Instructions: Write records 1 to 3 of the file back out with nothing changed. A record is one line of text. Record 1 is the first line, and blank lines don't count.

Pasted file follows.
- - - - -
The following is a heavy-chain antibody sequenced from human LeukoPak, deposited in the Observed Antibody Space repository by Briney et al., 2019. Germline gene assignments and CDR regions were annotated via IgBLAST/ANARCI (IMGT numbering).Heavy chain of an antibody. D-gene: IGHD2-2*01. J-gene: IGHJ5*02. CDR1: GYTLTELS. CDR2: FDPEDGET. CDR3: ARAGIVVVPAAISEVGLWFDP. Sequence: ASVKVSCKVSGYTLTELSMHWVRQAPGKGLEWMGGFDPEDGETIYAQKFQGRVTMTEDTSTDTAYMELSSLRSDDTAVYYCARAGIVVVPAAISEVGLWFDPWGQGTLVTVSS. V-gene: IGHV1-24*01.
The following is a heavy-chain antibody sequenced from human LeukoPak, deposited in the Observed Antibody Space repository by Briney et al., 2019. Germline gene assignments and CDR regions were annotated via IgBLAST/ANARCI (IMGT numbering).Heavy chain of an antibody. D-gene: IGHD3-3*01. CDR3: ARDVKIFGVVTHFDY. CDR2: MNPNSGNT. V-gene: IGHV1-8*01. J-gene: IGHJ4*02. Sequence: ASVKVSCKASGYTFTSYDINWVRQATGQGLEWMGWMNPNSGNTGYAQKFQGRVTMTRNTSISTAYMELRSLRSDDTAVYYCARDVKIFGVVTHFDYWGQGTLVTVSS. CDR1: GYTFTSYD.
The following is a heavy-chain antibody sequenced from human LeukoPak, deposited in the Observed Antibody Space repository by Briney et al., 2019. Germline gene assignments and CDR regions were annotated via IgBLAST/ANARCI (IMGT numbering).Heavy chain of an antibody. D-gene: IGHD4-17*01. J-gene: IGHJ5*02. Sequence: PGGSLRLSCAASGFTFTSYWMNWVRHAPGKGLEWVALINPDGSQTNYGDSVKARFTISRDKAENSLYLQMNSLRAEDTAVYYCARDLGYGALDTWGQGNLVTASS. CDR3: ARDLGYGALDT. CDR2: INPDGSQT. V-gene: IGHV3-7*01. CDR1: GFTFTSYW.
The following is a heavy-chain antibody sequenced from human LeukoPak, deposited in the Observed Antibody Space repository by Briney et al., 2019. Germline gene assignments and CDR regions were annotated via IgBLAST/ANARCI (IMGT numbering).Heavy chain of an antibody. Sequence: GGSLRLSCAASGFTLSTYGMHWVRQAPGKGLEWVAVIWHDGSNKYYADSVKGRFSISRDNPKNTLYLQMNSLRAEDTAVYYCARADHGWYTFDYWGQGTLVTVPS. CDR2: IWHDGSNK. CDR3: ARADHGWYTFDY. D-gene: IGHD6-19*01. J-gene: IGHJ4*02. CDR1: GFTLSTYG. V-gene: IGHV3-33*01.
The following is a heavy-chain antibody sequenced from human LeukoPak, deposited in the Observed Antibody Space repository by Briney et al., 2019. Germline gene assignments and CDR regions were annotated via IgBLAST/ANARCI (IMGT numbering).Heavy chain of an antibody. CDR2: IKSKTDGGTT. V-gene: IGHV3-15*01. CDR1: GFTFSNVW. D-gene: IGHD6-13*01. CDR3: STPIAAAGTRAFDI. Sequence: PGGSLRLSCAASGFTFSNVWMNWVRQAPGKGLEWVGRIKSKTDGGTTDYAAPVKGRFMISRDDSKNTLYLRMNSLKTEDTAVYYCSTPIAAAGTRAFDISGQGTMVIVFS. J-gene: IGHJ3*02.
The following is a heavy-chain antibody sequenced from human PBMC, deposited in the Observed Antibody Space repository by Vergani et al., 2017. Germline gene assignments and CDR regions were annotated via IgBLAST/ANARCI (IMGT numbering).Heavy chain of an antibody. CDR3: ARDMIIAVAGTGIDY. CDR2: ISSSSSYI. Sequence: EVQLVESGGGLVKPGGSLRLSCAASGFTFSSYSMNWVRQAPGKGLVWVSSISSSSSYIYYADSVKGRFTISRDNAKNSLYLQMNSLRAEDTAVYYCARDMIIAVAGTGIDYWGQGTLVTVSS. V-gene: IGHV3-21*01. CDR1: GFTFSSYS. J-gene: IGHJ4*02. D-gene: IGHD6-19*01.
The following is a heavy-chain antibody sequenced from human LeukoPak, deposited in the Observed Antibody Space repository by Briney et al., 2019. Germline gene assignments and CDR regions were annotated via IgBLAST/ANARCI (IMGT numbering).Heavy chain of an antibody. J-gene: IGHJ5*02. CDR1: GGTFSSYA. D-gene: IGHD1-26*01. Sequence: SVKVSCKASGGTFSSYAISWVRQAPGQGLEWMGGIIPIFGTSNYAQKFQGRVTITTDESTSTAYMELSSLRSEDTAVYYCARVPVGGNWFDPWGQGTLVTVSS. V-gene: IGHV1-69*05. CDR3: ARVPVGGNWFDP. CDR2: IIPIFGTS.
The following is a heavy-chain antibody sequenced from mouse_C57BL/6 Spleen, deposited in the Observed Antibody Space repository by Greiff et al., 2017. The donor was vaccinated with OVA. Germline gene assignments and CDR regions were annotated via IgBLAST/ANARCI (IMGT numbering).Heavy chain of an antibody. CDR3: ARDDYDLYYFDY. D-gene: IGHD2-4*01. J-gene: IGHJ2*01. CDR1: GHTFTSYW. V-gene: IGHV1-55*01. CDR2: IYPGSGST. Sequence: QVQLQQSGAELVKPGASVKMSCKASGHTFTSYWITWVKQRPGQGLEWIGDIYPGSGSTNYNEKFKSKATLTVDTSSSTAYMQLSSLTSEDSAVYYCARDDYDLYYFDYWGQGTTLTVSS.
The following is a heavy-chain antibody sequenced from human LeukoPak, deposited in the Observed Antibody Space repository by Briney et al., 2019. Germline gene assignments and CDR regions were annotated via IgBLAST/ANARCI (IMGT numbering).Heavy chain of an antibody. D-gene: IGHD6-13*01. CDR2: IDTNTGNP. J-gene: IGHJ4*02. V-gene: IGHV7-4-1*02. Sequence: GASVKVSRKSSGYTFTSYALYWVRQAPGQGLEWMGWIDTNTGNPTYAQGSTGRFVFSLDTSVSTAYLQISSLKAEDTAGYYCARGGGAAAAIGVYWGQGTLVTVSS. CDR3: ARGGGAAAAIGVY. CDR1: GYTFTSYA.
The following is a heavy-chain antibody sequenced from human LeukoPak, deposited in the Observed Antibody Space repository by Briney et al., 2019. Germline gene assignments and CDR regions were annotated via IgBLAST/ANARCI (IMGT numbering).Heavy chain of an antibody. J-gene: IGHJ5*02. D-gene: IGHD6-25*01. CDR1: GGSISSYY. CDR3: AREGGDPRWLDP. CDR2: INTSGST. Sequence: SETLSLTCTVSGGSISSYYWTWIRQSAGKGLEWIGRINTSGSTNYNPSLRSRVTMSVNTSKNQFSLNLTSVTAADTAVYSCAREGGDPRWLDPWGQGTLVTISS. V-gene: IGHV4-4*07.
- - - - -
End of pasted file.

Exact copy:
The following is a heavy-chain antibody sequenced from human LeukoPak, deposited in the Observed Antibody Space repository by Briney et al., 2019. Germline gene assignments and CDR regions were annotated via IgBLAST/ANARCI (IMGT numbering).Heavy chain of an antibody. D-gene: IGHD2-2*01. J-gene: IGHJ5*02. CDR1: GYTLTELS. CDR2: FDPEDGET. CDR3: ARAGIVVVPAAISEVGLWFDP. Sequence: ASVKVSCKVSGYTLTELSMHWVRQAPGKGLEWMGGFDPEDGETIYAQKFQGRVTMTEDTSTDTAYMELSSLRSDDTAVYYCARAGIVVVPAAISEVGLWFDPWGQGTLVTVSS. V-gene: IGHV1-24*01.
The following is a heavy-chain antibody sequenced from human LeukoPak, deposited in the Observed Antibody Space repository by Briney et al., 2019. Germline gene assignments and CDR regions were annotated via IgBLAST/ANARCI (IMGT numbering).Heavy chain of an antibody. D-gene: IGHD3-3*01. CDR3: ARDVKIFGVVTHFDY. CDR2: MNPNSGNT. V-gene: IGHV1-8*01. J-gene: IGHJ4*02. Sequence: ASVKVSCKASGYTFTSYDINWVRQATGQGLEWMGWMNPNSGNTGYAQKFQGRVTMTRNTSISTAYMELRSLRSDDTAVYYCARDVKIFGVVTHFDYWGQGTLVTVSS. CDR1: GYTFTSYD.
The following is a heavy-chain antibody sequenced from human LeukoPak, deposited in the Observed Antibody Space repository by Briney et al., 2019. Germline gene assignments and CDR regions were annotated via IgBLAST/ANARCI (IMGT numbering).Heavy chain of an antibody. D-gene: IGHD4-17*01. J-gene: IGHJ5*02. Sequence: PGGSLRLSCAASGFTFTSYWMNWVRHAPGKGLEWVALINPDGSQTNYGDSVKARFTISRDKAENSLYLQMNSLRAEDTAVYYCARDLGYGALDTWGQGNLVTASS. CDR3: ARDLGYGALDT. CDR2: INPDGSQT. V-gene: IGHV3-7*01. CDR1: GFTFTSYW.